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Do you know that your body’s ability to perform the most mundane of tasks like climbing upstairs, lifting heavy objects or even something as simple as walking is a result of your muscles working tirelessly? The stronger your muscles are, the more you’re able to push your body to lift more or push beyond your limits. And then there’s your muscle endurance, which is what most athletes focus on.
But now you must be wondering – is there really a difference between muscle strength and endurance? Or are they basically the one and the same?
Before we tell you how to build muscle endurance,you need to understand the difference between these two concepts.
They both are two different things.
Strength is when you work hard so that your muscles are able to push beyond their existing limits, being able to take on greater weights. For example, if you’re lifting a 10 pound dumbbell at the gym, pushing a 15 or 20 pound dumbbell regularly will force your muscles to adapt accordingly and be able to lift more weights. Here, you’ve worked on your muscle strength, which means exerting your maximum force in a short period of time.
Now, when you’re at the gym and you’re doing 10 reps of a bicep curl with a 10 pound dumbbell. However, after a few days you realize you’re able to do 15 reps, and after a few days, 20 reps. This is nothing but your muscle’s building endurance – the ability of your muscles to repeatedly be able to perform a task for an extended period of time without tiring out. Here, the focus is less on the weight and more on the repetitions.
The first thing you need to keep in mind is – progressive overload.
What this means is that irrespective of whether you’re increasing your workout’s duration, resistance or volume, you have to do so slowly and steadily. Why? Because putting too much load on your muscles in too little a time is not even your goal to begin with. In addition, it will not only tire them out quickly, but might even result in muscle injury.
Your main goal here is not perfection – it is to witness steady progress. And that can only be done over an extended period of time. So be patient.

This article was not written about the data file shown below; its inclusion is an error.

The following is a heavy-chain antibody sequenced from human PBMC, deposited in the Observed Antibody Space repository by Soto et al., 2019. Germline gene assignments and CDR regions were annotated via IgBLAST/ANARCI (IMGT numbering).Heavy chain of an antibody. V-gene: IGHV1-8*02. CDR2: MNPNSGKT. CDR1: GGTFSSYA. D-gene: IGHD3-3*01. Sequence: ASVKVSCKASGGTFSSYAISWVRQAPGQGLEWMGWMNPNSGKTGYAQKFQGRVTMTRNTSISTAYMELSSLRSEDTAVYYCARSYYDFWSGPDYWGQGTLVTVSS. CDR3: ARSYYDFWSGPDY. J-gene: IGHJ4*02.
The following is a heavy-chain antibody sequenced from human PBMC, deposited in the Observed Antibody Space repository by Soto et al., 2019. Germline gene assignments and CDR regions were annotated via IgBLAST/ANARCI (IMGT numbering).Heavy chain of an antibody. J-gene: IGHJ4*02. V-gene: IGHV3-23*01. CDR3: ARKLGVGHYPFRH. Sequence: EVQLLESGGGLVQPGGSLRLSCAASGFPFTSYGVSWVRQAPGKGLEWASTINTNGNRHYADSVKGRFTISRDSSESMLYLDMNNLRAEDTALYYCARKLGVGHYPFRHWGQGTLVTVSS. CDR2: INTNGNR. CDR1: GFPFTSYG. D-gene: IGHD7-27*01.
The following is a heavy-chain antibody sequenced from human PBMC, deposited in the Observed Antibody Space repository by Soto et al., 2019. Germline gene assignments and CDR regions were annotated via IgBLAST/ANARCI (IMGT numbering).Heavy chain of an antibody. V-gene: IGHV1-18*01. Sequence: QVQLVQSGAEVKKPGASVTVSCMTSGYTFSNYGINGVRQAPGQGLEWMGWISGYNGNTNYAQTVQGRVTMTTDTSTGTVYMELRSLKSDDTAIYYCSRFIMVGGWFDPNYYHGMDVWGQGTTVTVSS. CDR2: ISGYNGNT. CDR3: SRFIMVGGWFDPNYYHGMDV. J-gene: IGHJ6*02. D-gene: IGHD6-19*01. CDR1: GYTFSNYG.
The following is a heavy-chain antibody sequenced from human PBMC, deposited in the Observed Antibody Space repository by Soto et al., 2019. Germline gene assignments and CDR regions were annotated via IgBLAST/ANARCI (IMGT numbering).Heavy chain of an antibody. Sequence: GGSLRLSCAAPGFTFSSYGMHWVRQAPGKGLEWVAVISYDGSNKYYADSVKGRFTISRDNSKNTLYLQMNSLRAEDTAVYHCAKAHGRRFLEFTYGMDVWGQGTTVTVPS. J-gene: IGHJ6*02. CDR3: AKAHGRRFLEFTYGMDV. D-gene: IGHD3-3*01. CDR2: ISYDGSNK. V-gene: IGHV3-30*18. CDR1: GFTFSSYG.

The thing is that when it comes to how to build muscle endurance, the worst thing you can do is to let your body get used to your exercise. In order to always keep your body guessing and to prevent it from becoming complacent, you have to constantly vary the level of resistance you’re working out at. Workout with heavy resistance on even days and on extended periods of time on odd days. This way, your body will constantly be on its toes, you will keep working on your endurance and you will not hit plateau.
Constantly switching things up shouldn’t stop when it comes to your reps, duration or resistance of exercises. That applies to the very exercises you’re doing as well. You should alternate on the muscle groups you’re working out on. If you’re always doing cardio, focus more on strength training once in a while, and vice versa. Variety is also important because:
Contrary to popular belief, cardio is actually good when it comes to how to build muscle endurance. Now you can do this one of two ways:
The best way, of course, is to do both. First let your body get used to cardio and run, spin, cycle or do aerobics for long periods of time (20-30 minutes). Gradually, tone down on your time and increase your resistance. Incorporate weights like kettles, dumbbells and barbells in your workout to increase your endurance. Cardio is also good for your heart, because it exerts the heart muscles, which in turn pump more blood to your body.
It goes without saying that you cannot really work on muscle endurance (especially upper body) without doing weight lifting. As mentioned above, focus more on increasing your repetitions than increasing your weights. If you feel increasing your reps is something you can’t do from the beginning, no issues. Increase your number of sets instead.
A lot of people make the mistake of giving their body unnecessary amounts of break between reps and sets. IF you’re working on muscle strength, then giving your muscle long breaks (60-90 seconds) is understandable because they need to relax after lifting heavy weights. However, if your aim is how to build muscle endurance then you have to sacrifice break time. 15 second breaks are more than enough and the only time you should go on a longer break is if you’re having difficulty breathing, working out or are experiencing pain in your body.
Also known as isometric exercises, these exercises focus more on duration and your body posture. They work on your core muscles, and the best examples of these would be floor exercises, pilates and yoga. You’d be surprised to know that popular exercises like plank and squats come under isometric exercises. Here are some wonderful exercises if you’re a beginner:
A lot of people ignore the importance of stretching your muscles, both pre and post workout. The thing is it’s not wise to immediately start pumping 50lb weights, without letting your muscles get warmed up – this only increases chances of muscle injury. On the other hand, stretching after workout ensures that all the tension and ache in your muscles goes away, so that you experience minimal pain when you’re resting at home. Stretching not only improves your flexibility, but ensures the well-being of your muscles, and aids in the improvement of your muscle endurance.